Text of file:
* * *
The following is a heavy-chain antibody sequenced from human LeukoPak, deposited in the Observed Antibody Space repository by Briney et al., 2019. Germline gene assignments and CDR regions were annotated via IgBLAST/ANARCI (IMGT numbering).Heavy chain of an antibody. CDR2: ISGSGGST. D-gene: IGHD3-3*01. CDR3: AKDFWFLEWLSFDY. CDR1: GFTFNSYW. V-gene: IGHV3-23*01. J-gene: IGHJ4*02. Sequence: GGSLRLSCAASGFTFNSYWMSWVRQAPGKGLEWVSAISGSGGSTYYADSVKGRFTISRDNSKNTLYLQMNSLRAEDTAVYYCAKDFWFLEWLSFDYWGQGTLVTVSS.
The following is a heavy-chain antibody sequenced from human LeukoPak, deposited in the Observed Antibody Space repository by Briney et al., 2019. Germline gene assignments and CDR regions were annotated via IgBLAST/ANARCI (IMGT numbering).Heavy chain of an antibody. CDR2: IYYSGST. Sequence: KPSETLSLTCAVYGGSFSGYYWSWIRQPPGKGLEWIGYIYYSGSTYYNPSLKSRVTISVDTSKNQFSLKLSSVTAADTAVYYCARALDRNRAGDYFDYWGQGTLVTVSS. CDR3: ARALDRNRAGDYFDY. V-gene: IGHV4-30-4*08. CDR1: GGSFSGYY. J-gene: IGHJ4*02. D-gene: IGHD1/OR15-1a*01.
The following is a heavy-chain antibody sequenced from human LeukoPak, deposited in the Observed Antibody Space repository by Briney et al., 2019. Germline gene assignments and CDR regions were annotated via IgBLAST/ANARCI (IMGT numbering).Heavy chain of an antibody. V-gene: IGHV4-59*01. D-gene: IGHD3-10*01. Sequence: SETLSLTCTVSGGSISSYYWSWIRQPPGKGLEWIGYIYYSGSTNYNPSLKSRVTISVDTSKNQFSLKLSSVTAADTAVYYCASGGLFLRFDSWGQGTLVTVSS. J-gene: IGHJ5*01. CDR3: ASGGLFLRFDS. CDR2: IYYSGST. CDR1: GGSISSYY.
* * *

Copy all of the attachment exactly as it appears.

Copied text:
The following is a heavy-chain antibody sequenced from human LeukoPak, deposited in the Observed Antibody Space repository by Briney et al., 2019. Germline gene assignments and CDR regions were annotated via IgBLAST/ANARCI (IMGT numbering).Heavy chain of an antibody. CDR2: ISGSGGST. D-gene: IGHD3-3*01. CDR3: AKDFWFLEWLSFDY. CDR1: GFTFNSYW. V-gene: IGHV3-23*01. J-gene: IGHJ4*02. Sequence: GGSLRLSCAASGFTFNSYWMSWVRQAPGKGLEWVSAISGSGGSTYYADSVKGRFTISRDNSKNTLYLQMNSLRAEDTAVYYCAKDFWFLEWLSFDYWGQGTLVTVSS.
The following is a heavy-chain antibody sequenced from human LeukoPak, deposited in the Observed Antibody Space repository by Briney et al., 2019. Germline gene assignments and CDR regions were annotated via IgBLAST/ANARCI (IMGT numbering).Heavy chain of an antibody. CDR2: IYYSGST. Sequence: KPSETLSLTCAVYGGSFSGYYWSWIRQPPGKGLEWIGYIYYSGSTYYNPSLKSRVTISVDTSKNQFSLKLSSVTAADTAVYYCARALDRNRAGDYFDYWGQGTLVTVSS. CDR3: ARALDRNRAGDYFDY. V-gene: IGHV4-30-4*08. CDR1: GGSFSGYY. J-gene: IGHJ4*02. D-gene: IGHD1/OR15-1a*01.
The following is a heavy-chain antibody sequenced from human LeukoPak, deposited in the Observed Antibody Space repository by Briney et al., 2019. Germline gene assignments and CDR regions were annotated via IgBLAST/ANARCI (IMGT numbering).Heavy chain of an antibody. V-gene: IGHV4-59*01. D-gene: IGHD3-10*01. Sequence: SETLSLTCTVSGGSISSYYWSWIRQPPGKGLEWIGYIYYSGSTNYNPSLKSRVTISVDTSKNQFSLKLSSVTAADTAVYYCASGGLFLRFDSWGQGTLVTVSS. J-gene: IGHJ5*01. CDR3: ASGGLFLRFDS. CDR2: IYYSGST. CDR1: GGSISSYY.